Marching for Democracy, From Georgetown to Austin

Refusing to take even one step back


Marchers prepare to depart from Georgetown’s Christ Lutheran Church Wednesday morning (Photo by Mike Clark-Madison)

From Georgetown to Austin – 27 miles as the crow flies – is only half the distance between Selma and Montgomery in Alabama, but it's long enough for what the organizers of the four-day Moral March for Democracy hope to accomplish through direct action to create a path forward for protecting Texans' and Americans' voting rights. "We know that a seed cast in good soil can always produce more," the Rev. Dr. William J. Barber II told organizers, marchers, and media assembled on the eve of the march Tuesday, July 27, at Georgetown's Christ Lutheran Church. "This is a seed. What we're doing is full of substance."

Barber, the North Carolinian leader of the Poor People's Campaign and the Moral Mondays movement, may be America's most prominent civil rights leader at the moment, aside from those who remain with us from the Movement whose direct action in March 1965 gave this week's Texas event its template. The march here is "like Selma, in the sense that it's connecting voting rights and economic injustice," Barber said. The Poor People's Campaign is using direct action events all summer, all across the country, to demand not only protections of American's voting rights, but also a $15/hour federal minimum wage and permanent protections for the nation's 11 million unauthorized immigrants.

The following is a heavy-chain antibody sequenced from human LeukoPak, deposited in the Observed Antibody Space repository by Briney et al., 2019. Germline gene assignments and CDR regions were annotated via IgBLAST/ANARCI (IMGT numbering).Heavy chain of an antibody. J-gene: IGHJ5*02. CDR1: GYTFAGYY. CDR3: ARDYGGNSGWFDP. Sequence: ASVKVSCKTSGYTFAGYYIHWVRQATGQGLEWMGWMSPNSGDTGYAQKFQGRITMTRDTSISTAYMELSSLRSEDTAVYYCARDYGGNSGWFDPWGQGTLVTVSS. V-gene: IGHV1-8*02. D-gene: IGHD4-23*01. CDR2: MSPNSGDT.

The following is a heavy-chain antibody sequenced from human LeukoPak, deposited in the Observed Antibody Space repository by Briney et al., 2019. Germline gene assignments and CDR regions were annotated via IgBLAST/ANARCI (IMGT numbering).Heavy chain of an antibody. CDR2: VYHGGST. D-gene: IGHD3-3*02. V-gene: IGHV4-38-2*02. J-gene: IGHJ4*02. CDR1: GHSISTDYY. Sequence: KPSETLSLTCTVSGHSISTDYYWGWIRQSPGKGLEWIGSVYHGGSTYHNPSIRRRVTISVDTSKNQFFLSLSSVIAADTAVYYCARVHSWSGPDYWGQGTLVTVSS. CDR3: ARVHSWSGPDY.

"And in the sense that Selma called all people, regardless of race, creed, and color to stand up," Barber continued. (This was ostensibly a response to a reporter's question, but with Barber, a great improvising preacher, on the mic, the crowd knew what to say: "Stand up!") "And thirdly, in the sense that the Selma march said you can't litigate your way out of this state by state. You can't simply mobilize more people to the polls, state by state. You must have federal action. That's the symbolism – that we're calling for federal action to stop what's happening in this state's legislature. The day the For the People Act gets passed, everything that the Texas Legislature is doing becomes illegal."

Dozens of political figures, religious leaders, and civil rights activists will bring their flocks and movements onto the hot pavements of Austin this week; in addition to Barber and his PPC co-chair Rev. Liz Theoharis, there's participation from the Rainbow PUSH Coalition, whose founder the Rev. Jesse Jackson was scheduled to join marchers Wednesday; Dallas' Frederick Haynes and Houston's James Dixon; and partner groups such as Workers Defense Action Fund, ADAPT, and Texas Right to Vote. And there's the man Barber calls "beloved brother Beto."

“The Selma march said you can’t litigate your way out of this state by state. You can’t simply mobilize more people to the polls, state by state. You must have federal action. ... The day the For the People Act gets passed, everything that the Texas Legislature is doing becomes illegal.”– Rev. Dr. William J. Barber II